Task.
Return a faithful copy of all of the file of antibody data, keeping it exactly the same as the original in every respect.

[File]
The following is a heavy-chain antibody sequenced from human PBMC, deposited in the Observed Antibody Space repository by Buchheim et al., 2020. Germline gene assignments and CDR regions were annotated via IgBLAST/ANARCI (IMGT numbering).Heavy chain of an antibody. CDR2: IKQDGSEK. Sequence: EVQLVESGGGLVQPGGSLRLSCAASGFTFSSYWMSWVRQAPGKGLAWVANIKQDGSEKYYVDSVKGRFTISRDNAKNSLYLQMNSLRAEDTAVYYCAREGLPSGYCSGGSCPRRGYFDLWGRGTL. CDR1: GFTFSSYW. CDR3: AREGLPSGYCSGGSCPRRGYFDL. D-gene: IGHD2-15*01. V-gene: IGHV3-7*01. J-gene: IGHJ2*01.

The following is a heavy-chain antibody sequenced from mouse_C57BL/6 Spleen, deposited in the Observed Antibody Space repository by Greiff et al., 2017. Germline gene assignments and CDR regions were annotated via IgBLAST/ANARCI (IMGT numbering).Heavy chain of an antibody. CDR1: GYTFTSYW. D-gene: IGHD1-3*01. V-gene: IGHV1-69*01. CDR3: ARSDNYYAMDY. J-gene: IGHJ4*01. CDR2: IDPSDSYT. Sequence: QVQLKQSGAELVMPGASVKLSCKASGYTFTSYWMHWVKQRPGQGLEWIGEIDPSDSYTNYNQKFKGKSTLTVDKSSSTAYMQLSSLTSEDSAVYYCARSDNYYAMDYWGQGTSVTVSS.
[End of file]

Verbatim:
The following is a heavy-chain antibody sequenced from human PBMC, deposited in the Observed Antibody Space repository by Buchheim et al., 2020. Germline gene assignments and CDR regions were annotated via IgBLAST/ANARCI (IMGT numbering).Heavy chain of an antibody. CDR2: IKQDGSEK. Sequence: EVQLVESGGGLVQPGGSLRLSCAASGFTFSSYWMSWVRQAPGKGLAWVANIKQDGSEKYYVDSVKGRFTISRDNAKNSLYLQMNSLRAEDTAVYYCAREGLPSGYCSGGSCPRRGYFDLWGRGTL. CDR1: GFTFSSYW. CDR3: AREGLPSGYCSGGSCPRRGYFDL. D-gene: IGHD2-15*01. V-gene: IGHV3-7*01. J-gene: IGHJ2*01.

The following is a heavy-chain antibody sequenced from mouse_C57BL/6 Spleen, deposited in the Observed Antibody Space repository by Greiff et al., 2017. Germline gene assignments and CDR regions were annotated via IgBLAST/ANARCI (IMGT numbering).Heavy chain of an antibody. CDR1: GYTFTSYW. D-gene: IGHD1-3*01. V-gene: IGHV1-69*01. CDR3: ARSDNYYAMDY. J-gene: IGHJ4*01. CDR2: IDPSDSYT. Sequence: QVQLKQSGAELVMPGASVKLSCKASGYTFTSYWMHWVKQRPGQGLEWIGEIDPSDSYTNYNQKFKGKSTLTVDKSSSTAYMQLSSLTSEDSAVYYCARSDNYYAMDYWGQGTSVTVSS.